2013’s best punk album wasn’t defined by slashing guitars or hyperactive drums; the best punk record of 2013 was brought to you by the electronic nightmare modernism of Kanye West. Sharpening, melting, and warping craped-up keyboards and cyborg drum machines until they howled like an expressionist reboot of Suicide, Yeezus managed to be last year’s most breathless, vitriolic, and urgent album by capturing the maelstrom angst of punk without the crutch of its stereotyped trappings. And the more I listened to it, the more I found myself hoping Yeezus wasn’t simply a seismic event, but was also the start of an epoch.
Doom Abuse, the exceptional new album from Nebraska-based electro-anarchists The Faint, finds similar electricity in similarly coating the tools of dance and punk music in flammable spray paint. More barbed and acidic than the band’s most lauded album, 2001’s Danse Macabre, and more consistently thrilling than its previous high-water mark, 2004’s moody, prurient Wet From Birth, Doom Abuse is a starling burst of new-found energy (the record weighs in at a svelte thirty-five minutes), a revitalization project that hardly pauses for breath, that never settles for a clean space unmarred by sonic overload, the sound of computers corroding from the inside out. A neon collage of battered musical appliances superheated enough to bend to the shape of explosive energy, leftist avant-garde, and freaked-out cyberpunk, Doom Abuse is one of the most compelling albums of early 2014; one of the best records of the year so far.
Indeed, the screeching tangle of noise that begins “Help in the Head,” the album’s opening song and first single, even recalls the harrowing klaxons that began Yeezus. The song then bursts into a forward-assault dance punk, a mix of Tyrannosaurus Hives and Gang of Four, all brittle shards of bass and electric noise and singer Todd Fink’s high-attitude irony. That the song manages to be a mega-charged sprint of post-hardcore ferocity while constantly shaking up any resemblance of templated punk literalism (thanks to the waves of mussed sampler confetti that spark along the song’s surface) point to just how masterful The Faint have become at their own aesthetic. The band is nearly twenty years old, and has never approached this vitality, this level of fun.
The same goes for “Mental Radio,” three minutes of surf-rock run through a filter of Wire, The Cure, and Adam Ant. Less blistering, less volcanic than the best songs on the album, it is nevertheless a queasily overflowing canvas of diced-up styles and concerns, the song’s title chanted like a robotized Elvis Costello, stringy synthesizers twirling around the hook. Even better is the hyperactive apocalyptica of “Salt My Doom,” a marvelously quick punk song laced by unnervingly poppy keyboards, a redux of the band’s excellent “Dropkick the Punks,” the similarly severe hardcore blast from Wet From Birth. But where “Dropkick the Punks” felt like The Faint’s caustic sense of humor simply applied to someone else’s idea of punk rock, “Salt My Doom” is the sound of the band sculpting a futurist roadster out of their own electroclash spare parts. “Scapegoat,” from the album’s second half is similarly athletic, similarly bursting at the seams (the song sounds like a This Year’s Model track set to 45RPM), though with the added joy of the album’s most committed hook, a moment of major key ebullience that sounds glad to be thrilled instead of terrified to let its ironic guard down.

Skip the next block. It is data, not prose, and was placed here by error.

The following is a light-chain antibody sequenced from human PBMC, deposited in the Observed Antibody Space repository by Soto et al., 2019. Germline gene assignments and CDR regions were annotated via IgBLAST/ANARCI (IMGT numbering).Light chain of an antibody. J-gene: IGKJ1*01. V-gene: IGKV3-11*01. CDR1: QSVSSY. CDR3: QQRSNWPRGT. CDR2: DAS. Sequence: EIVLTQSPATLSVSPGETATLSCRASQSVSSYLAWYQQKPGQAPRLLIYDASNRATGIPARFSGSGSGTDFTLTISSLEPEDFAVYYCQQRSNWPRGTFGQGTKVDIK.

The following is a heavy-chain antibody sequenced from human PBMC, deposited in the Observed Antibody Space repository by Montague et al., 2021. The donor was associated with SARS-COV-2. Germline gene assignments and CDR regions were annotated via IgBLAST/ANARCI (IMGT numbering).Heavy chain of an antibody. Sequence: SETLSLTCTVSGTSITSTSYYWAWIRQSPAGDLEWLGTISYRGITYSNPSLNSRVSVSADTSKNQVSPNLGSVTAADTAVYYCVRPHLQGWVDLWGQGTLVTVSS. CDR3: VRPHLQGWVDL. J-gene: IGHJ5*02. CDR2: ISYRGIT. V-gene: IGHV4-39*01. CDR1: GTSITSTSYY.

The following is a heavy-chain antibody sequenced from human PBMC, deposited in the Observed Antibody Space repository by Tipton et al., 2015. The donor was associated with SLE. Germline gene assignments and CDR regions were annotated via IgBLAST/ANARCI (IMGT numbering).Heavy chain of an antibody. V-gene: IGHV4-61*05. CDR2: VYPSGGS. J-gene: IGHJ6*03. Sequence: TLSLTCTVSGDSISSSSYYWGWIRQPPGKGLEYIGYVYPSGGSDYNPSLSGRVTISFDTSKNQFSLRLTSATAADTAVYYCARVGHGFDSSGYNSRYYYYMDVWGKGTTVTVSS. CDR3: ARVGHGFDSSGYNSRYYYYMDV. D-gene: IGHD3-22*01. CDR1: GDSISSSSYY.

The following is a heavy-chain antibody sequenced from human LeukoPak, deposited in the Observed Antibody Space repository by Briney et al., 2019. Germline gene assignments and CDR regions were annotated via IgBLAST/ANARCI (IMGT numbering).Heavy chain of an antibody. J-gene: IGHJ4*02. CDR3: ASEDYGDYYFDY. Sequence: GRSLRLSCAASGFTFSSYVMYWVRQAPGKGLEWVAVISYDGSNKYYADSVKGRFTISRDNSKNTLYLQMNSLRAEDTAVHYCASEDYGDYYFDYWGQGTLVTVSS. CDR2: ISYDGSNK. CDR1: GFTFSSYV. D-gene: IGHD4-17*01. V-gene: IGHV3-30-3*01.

“Animal Needs” finds the band deep in the throes of Devo and their cyborg cubism, riding a quick-pedaling staccato with lines about the gap between humanity’s animal instincts and the incompatibility of technology: “We don’t need servants / We don’t need rules / We don’t prophecies ending in doom / Worn by humans, born like meat / Primitive culture for minimal beings / We got animal needs.” It’s hard to know what way to have The Faint on this narrative, so long is their history of irony, sarcasm, provocation, and the song’s mix of prizing humanist freedom (“We don’t need prophecies ending in doom”) with the potential fascism of “animal needs” is a bit confused, but if The Faint’s aim is to unsettle us with the added cognitive dissonance of making us move, then they’ve certainly achieved that much.
The rest of the album largely fits this aesthetic – songs that could have easily been poptimist club bangers, sere Dischord post-hardcore math lessons, down-the-middle punk pot-boilers, but that instead blur those lines in a post-modern neon haze. Perhaps the ultimate example of all of this is “Dress Code,” the albums shortest song (and, if you’re a fan of punk music, what you can assume will be its most severe, caustic), and one that begins with an atonal keyboard part that would have worked just fine as a Slayer lead before an ebullient undercurrent of hyperspeed disco rises to fill the song’s bottom half, a grinding Wire of Fugazi bass rumbling beneath. Vocals arrive as computerized spoken word that sounds like David Byrne moonlighting in Daft Punk, listing the paraphernalia of middle class desperation through the stomach-ache warble of a vocoder. Push “Dress Code” hard enough in any one direction and it becomes something else entirely. The point is that, after a fitful career spent pounding at their own sound with a sledge hammer, then a disco ball, then a collector’s shelf worth of new wave records, The Faint have finally hit upon the idea of letting all of those varying sounds simply collapse in on one another, only to arrive at an album that sounds the most like them, even if we’ve never quite heard it before.